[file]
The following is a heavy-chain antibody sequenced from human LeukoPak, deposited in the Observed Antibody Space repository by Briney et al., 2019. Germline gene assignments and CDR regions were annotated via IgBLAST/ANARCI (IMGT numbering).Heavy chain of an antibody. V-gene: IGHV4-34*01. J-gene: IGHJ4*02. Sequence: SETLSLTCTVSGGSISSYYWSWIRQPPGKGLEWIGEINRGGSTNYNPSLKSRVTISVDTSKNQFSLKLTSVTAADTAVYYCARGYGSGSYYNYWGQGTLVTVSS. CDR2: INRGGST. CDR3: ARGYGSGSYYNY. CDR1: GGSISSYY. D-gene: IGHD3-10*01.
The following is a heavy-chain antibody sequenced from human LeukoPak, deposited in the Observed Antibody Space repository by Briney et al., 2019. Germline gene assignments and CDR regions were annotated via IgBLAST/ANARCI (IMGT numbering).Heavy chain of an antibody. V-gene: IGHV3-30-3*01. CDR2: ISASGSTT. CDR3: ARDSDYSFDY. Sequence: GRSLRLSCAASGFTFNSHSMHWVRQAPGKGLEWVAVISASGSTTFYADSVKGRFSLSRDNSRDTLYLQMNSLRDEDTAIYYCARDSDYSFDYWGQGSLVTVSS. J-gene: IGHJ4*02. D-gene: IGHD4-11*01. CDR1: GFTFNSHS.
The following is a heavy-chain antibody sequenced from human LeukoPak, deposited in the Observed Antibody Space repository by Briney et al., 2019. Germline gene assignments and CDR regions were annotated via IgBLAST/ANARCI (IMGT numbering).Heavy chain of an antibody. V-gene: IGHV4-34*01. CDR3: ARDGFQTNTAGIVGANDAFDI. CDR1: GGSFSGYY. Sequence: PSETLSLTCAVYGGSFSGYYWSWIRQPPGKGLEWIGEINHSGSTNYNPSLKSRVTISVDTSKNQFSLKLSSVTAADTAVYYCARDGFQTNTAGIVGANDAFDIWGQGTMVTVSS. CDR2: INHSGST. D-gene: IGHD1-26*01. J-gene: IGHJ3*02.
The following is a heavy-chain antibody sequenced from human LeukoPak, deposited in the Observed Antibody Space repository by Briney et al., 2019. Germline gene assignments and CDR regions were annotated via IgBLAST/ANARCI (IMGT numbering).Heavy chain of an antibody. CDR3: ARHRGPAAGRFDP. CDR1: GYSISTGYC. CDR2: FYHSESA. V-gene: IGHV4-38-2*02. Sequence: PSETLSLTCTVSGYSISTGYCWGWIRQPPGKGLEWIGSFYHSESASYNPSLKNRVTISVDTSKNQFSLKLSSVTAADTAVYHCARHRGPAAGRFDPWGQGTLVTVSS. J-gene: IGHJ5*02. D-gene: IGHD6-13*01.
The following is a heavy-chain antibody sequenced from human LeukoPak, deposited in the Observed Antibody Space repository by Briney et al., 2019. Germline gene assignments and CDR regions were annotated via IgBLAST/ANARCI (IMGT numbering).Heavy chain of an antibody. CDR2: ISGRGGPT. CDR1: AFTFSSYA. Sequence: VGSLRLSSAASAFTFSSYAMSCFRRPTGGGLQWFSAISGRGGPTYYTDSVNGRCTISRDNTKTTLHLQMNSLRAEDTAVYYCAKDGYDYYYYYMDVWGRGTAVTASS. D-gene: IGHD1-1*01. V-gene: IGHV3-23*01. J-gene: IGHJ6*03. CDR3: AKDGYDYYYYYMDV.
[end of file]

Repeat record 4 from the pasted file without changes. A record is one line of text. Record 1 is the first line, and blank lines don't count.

The following is a heavy-chain antibody sequenced from human LeukoPak, deposited in the Observed Antibody Space repository by Briney et al., 2019. Germline gene assignments and CDR regions were annotated via IgBLAST/ANARCI (IMGT numbering).Heavy chain of an antibody. CDR3: ARHRGPAAGRFDP. CDR1: GYSISTGYC. CDR2: FYHSESA. V-gene: IGHV4-38-2*02. Sequence: PSETLSLTCTVSGYSISTGYCWGWIRQPPGKGLEWIGSFYHSESASYNPSLKNRVTISVDTSKNQFSLKLSSVTAADTAVYHCARHRGPAAGRFDPWGQGTLVTVSS. J-gene: IGHJ5*02. D-gene: IGHD6-13*01.